Turning back time to reverse diabetes might sound too good to be true. However, there is increasing evidence that people with type 2 diabetes may be able to do just that.
The term diabetes reversal (sometimes known as “diabetes remission”) is used when people with type 2 diabetes are able to get their A1C below 6% without taking any diabetes medications. However, they still must engage in ongoing lifestyle changes in order to stay off of their meds.
The cornerstones of reversing diabetes are physical activity, weight loss (if needed) and eating a healthy diet.
Get your body moving!
Everyone – whether or not they have diabetes – benefits from regular exercise. Well-known health benefits include weight loss, stronger bones, improved blood pressure control, lower rates of heart disease and cancer, and increased energy levels. For people with diabetes, it’s well known that increased physical activity can result in better blood glucose levels.
Lose that extra weight!
A weight loss of 5% to 10% of your initial body weight can substantially improve your diabetes control, and reduce the risk of complications such high blood pressure and high cholesterol. That means, if you weigh, say, 90 kilograms (200 pounds) and lose five to 10 kilograms (10 to 20 pounds), your risk of diabetes complications is greatly reduced.
A healthy meal plan is crucial to helping you manage your diabetes, and ensuring that your blood glucose levels are controlled. General tips for healthy eating that can assist in glucose control include:
- Eating three meals per day at regular times, and spacing meals no more than six hours apart. This will improve your general well-being and your energy levels, and also help you maintain or lose weight. Eating at regular times also helps your body control blood glucose levels.
- Limiting sugars and sweets (for example, regular pop, desserts, candies and jam). The more sugar you eat, the higher your blood glucose will be. As well, foods and drinks that contain high amounts of sugar (and no fibre) cause a rapid increase in blood glucose levels.
- Limiting intake of high-fat foods, as they can cause weight gain.
- Eating high-fibre foods (such as whole grain breads and cereals, lentils and beans, brown rice, vegetables and fruits. Foods that are high in fibre help you feel full and control your appetite, and may lower blood glucose and cholesterol levels.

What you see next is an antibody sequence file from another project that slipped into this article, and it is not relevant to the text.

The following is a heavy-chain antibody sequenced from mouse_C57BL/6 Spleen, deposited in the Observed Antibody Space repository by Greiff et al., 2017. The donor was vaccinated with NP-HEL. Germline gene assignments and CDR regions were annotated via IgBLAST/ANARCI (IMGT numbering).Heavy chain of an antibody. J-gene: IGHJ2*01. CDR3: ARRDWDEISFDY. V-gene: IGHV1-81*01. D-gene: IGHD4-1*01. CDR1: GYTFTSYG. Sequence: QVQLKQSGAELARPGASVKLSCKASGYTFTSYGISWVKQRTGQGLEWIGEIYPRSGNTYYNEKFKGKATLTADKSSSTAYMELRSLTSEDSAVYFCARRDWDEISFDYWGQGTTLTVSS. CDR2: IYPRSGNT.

The evidence that you may be able to reverse diabetes
A number of studies have shown that dietary alterations, increased physical activity and adherence to medication therapy can significantly lower blood glucose levels.
Researchers at McMaster University in Hamilton, Ontario, studied 83 people who had type 2 diabetes for less than three years. All participants followed personalized exercise routines, reduced their food intake by 500 to 750 calories per day, were treated with oral diabetes drugs (metformin and acarbose) and insulin, and met regularly with a nurse and dietitian. One group of participants followed this intensive routine for eight weeks, while a second group did it for 16 weeks. A third “control” group followed standard advice about blood sugar management and lifestyle routines from their usual healthcare provider.
At the end of the study, 50% of the eight-week participants and 70% of the 16-week participants had normal blood sugar levels and had stopped taking diabetes medication, compared with less than 4% of the control group. Three months later, 40% of participants in the two “intensive routine” groups still had normal blood sugar levels and were considered to have reversed their diabetes.
Researchers at the University of Alabama at Birmingham studied the effects of diabetes reversal through weight loss in 5,145 people with type 2 diabetes. The study participants were placed into two groups: the first group reduced their total caloric intake to between 1,200 and 1,800 calories per day and exercised for up to 175 minutes per week. They also received group and individual counselling on an ongoing basis. The second group received group counselling once per year, which focused on diet, physical activity and social support.
After one year, 12% of participants in the first group experienced diabetes remission, compared with 2% in the second group. In both groups, remission of diabetes was more common in participants who had larger weight losses or greater improvements in fitness.
Is the effect of diabetes reversal lasting?
It’s important to keep in mind that type 2 diabetes is described as a “progressive disease.” That means that, ultimately, your pancreas may not function as well as a person without diabetes, even when you have a healthy diet plan and exercise regularly. The good news, however, is that the longer you remain in a “reversed” state, the longer you can delay or even prevent the need for diabetes medications, and avoid complications of the disease.